A prominent and
popular storeowner declares bankruptcy. The storeowner receives an outpouring of charitable contributions from a community that believes she is a victim of circumstance. Your reporter discovers, however, that the storeowner has started the Gambling Anonymous program right after declaring bankruptcy.
If you were the editor, would you tell readers about this?
It's an issue I've ran into before in another community where I was the editor of a weekly newspaper. And with a Gambler's Anonymous program and drug rehab center in town, it's an issue that could yet arise here in Crescent City.
But first, the posed dilemma about the storeowner. It offered three possible solutions for readers to choose:
A) Run a story informing the public that the storeowner is participating in the Gambling Anonymous program.
B) Decide not to run any stories about community efforts to help the storeowner because you don't want the public to be duped.
C) Only run stories about community efforts to help the storeowner but nothing about attending gambling classes.
Just one reader responded with with a solution, and it was a unique answer. Carol Layton, of Crescent City, wrote: andquot;My answer would be 'D' - none of the above!
andquot;I would not choose A for the following reasons: First of all, Gambler's Anonymous does not hold classes. It is a support group and recovery program for those who are plagued by compulsive gambling. To publish the story of the person entering GA would jeopardize the effectiveness of that program in helping both her and others who might need help. It was a breach of trust of some sort that gave your reporter that information in the first place because all of the so-called '12- Step' recovery programs are based on protection from public notoriety. Secondly, if the woman is fully participating in the GA program, part of that program involves making restitution to persons who have been harmed. If the bankruptcy was caused by the gambling, she will have a opportunity to make things right with the community, providing that her work in GA is not compromised by the public breaking of a confidence. Third, there is just a chance that the entry into GA and the bankruptcy were coincidental. While gambling may have contributed to the bankruptcy, impending bankruptcy may have contributed to the gambling! It is also conceivable that they are independent events and to connect the two with no concrete evidence is unfair.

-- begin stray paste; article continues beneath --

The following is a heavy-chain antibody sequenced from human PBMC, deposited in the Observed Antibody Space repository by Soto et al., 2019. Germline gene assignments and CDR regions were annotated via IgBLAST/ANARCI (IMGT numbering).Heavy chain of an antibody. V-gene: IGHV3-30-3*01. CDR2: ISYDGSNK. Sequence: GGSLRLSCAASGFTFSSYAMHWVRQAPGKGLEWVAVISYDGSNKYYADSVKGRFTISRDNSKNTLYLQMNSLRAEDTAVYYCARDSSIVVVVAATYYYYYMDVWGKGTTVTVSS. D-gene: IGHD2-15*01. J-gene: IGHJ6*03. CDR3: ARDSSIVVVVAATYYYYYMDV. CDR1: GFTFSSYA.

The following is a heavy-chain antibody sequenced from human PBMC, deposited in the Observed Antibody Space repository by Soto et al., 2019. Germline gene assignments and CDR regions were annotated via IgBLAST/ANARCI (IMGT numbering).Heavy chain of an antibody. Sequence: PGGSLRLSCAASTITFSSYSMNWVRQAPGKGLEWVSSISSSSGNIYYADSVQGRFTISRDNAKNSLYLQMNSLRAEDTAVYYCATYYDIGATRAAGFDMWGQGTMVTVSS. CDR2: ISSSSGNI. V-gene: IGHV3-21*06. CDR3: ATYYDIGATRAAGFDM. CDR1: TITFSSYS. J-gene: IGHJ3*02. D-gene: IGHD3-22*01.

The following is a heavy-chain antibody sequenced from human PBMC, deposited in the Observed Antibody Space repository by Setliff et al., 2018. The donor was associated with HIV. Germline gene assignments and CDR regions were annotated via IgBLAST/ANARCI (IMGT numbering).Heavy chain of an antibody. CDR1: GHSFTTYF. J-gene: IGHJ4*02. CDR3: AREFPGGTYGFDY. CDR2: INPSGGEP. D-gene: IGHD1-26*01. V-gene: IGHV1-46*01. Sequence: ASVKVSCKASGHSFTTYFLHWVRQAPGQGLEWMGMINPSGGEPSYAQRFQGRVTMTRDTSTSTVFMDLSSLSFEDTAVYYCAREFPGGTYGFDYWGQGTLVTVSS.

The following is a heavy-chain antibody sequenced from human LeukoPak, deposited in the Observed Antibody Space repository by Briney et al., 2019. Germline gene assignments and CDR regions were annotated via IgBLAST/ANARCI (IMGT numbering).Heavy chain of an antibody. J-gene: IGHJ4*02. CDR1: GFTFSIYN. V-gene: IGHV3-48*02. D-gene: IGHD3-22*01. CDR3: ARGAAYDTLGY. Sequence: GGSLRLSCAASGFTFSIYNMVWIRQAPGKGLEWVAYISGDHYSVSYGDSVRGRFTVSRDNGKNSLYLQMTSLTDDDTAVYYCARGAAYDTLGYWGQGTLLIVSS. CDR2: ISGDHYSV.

andquot;I would not choose B because it sounds like the assistance was generated without publicity, and it will continue or stop as the public is moved to do.
andquot;C might be OK, but I would feel better about the paper remaining silent until more facts are revealed.andquot;
None of the above
Thanks to Carol for her detailed response. She also virtually wrote my column for me!
I would choose andquot;C.andquot; Carol gave the exact reason why participation in Gambler's Anonymous - or Alcoholics Anonymous or any other rehabilitation program - isn't newsworthy in this instance. There's only circumstantial evidence that the gambling and bankruptcy were connected.
Let's presume there really was a connection. Even then, we ought to go with andquot;Candquot; as an answer. By attempting to address her addiction, the storeowner isn't likely to misuse the money being raised to help her.
Further, each of us of have some right to privacy. The more public a figure is - such as an elected official or one charged with a crime - the less privacy they have. I'd tend to give the storeowner the benefit of the doubt. Her bankruptcy, a matter of public record done in a tax-supported court, is public. But her personal addictions are not.
However, personal addictions can become a matter of great public interest when they pose a potential threat to people. The perfect example of this is when one is arrested for a crime and goes through the court system. Alcohol misuse can result in a DUI. Addiction to pornography can lead to a violation of child protection laws. Gambling could result in fraud or theft of money. In such cases, noting the addiction, when it is raised either by a prosecutor, the defense attorney or the judge during sentencing is appropriate and in the public's interest. The person has let this or her addiction reach the point where other people can be (and often are) victimized.
Of course, the crime needs to be significant. A person may be a habitual speeder, but getting a lone moving violation isn't a big deal (at least in the public's and hence the law's eyes). Receiving several speeding tickets that results in a loss of license, jail time or more is another matter.
One last note: In presenting last week's dilemma, I wrongly stated that Gambler's Anonymous offered classes. As Carol and two other readers pointed out, it's a program and not classroom work. You can find out more at: www.gamblersanonymous.org/.
Reach Rob Bignell, The Daily Triplicate's editor, at: email@example.com.